Leadership Team Building Shop Culture How to Lead

4 Books to Help Leaders Thrive

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In need of a new read? Four industry leaders known for their leadership and shop culture have a couple of books in mind. Bill Greeno, owner of Quality Automotive and Smog in Truckee, Calif., is known as a “management guru” in the industry when it comes to leading his staff (Read about how he works to internally motivate his staff everyday).

Like Greeno, Al Pridemore, co-owner of Pride Auto Care in central Colorado, is always striving to be a servant leader in his shops, providing the best training possible for his staff, even going as far as to hire their very own director of training for their operations.

And when it comes to creating an ideal shop culture, John Beebe, owner of Bellingham Automotive in Bellingham, Wash., and Chris Cozad, owner of Alternative Auto Care in Columbus, Ohio, are no strangers to the topic. In fact, Beebe was featured in last November’s Ratchet+Wrench culture feature discussing his approach to shop culture, while Cozad discussed her leadership tactics used everyday in her shop.

Here’s what these successful shop owners have been reading recently, with some of their key leadership takeaways from each title.


Greeno’s Pick

“Now, Discover Your Strengths”
by Donald O. Clifton and Marcus Buckingham

Focus: Finding Strengths

This book brings the reader into a paradigm when it comes to hiring. Instead of focusing on one’s weaknesses or failings, this book alters that thought, putting the sole focus on others’ strengths instead. It allows the leader to understand the tools at his or her disposal within their team. After all, if you hire a hammer and expect them to turn screws all day, you just might be disappointed with the results. 

The book is written to provide guidance for leaders, but could also be used to help your team members better understand each other.  The book gives some examples of folks who have focused upon their own strengths to see to their own success. I mostly use this book for bringing new employees on board. I like to know what their strengths are before I interview so I know who I'm meeting with. As a team, we use it every day to help us focus on one another's strengths. This has improved our company culture because there are not as many misunderstandings with one another, and we can put ourselves in one another’s shoes.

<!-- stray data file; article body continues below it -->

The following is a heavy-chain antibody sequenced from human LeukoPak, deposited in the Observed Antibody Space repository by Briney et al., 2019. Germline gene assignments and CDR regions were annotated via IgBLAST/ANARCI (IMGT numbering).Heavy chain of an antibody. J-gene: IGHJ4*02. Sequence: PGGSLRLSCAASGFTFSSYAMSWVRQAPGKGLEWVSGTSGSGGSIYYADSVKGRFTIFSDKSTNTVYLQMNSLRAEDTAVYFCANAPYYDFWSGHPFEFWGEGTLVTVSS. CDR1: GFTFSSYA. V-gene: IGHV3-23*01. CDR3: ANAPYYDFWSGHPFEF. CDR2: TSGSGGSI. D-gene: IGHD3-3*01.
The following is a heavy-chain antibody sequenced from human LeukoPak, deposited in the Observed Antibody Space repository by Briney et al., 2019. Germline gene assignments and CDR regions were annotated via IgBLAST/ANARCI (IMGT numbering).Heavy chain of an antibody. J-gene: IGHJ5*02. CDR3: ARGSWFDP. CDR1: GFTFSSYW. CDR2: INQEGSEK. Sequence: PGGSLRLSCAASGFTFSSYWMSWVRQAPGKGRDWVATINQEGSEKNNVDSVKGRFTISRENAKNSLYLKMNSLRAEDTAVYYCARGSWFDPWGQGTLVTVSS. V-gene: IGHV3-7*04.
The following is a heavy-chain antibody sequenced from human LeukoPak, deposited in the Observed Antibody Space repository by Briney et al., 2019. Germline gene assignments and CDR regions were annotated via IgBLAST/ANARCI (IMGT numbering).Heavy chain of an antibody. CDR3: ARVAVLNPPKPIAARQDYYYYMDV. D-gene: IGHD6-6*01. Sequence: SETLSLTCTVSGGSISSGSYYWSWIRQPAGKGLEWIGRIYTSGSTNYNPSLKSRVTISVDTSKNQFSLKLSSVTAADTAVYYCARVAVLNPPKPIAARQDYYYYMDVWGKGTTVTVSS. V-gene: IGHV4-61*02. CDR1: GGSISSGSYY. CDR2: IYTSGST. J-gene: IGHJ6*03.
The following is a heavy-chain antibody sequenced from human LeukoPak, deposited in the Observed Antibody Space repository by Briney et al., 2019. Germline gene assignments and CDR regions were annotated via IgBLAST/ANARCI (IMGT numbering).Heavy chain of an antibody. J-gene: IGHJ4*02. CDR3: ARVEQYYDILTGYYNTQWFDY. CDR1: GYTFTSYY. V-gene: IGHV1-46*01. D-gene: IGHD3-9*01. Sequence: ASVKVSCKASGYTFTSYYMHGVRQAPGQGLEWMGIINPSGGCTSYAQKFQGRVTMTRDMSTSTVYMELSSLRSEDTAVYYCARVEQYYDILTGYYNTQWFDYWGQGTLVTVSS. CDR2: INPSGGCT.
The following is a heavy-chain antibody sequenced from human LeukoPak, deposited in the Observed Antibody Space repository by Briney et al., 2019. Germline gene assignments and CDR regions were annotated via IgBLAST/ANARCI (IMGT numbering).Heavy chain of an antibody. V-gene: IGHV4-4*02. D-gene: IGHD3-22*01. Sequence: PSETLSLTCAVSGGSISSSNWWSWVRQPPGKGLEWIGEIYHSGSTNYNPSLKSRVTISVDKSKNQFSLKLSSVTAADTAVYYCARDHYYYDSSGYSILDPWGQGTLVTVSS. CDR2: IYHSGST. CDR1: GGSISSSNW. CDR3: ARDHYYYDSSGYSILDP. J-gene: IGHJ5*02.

Pridemore’s Pick

“The 7 Habits of Highly Effective People”
By Stephen Covey

Focus: Effective Leadership Techniques

This book focuses on improving yourself, your communication style, leadership abilities, and having the proper mindset before attempting to lead others.

A lot of Dr. Covey's teachings are more focused on fine-tuning your own ideals, investing in and understanding your perception of yourself and the world first, then utilizing his tactics for dealing with people, communication with those you can impact, and the impact you can make, which is critical in any leadership role. These have served me well, in my honest opinion. I have found these to be incredibly helpful in my career development, in my ownership of our company, and in my own personal life with my family.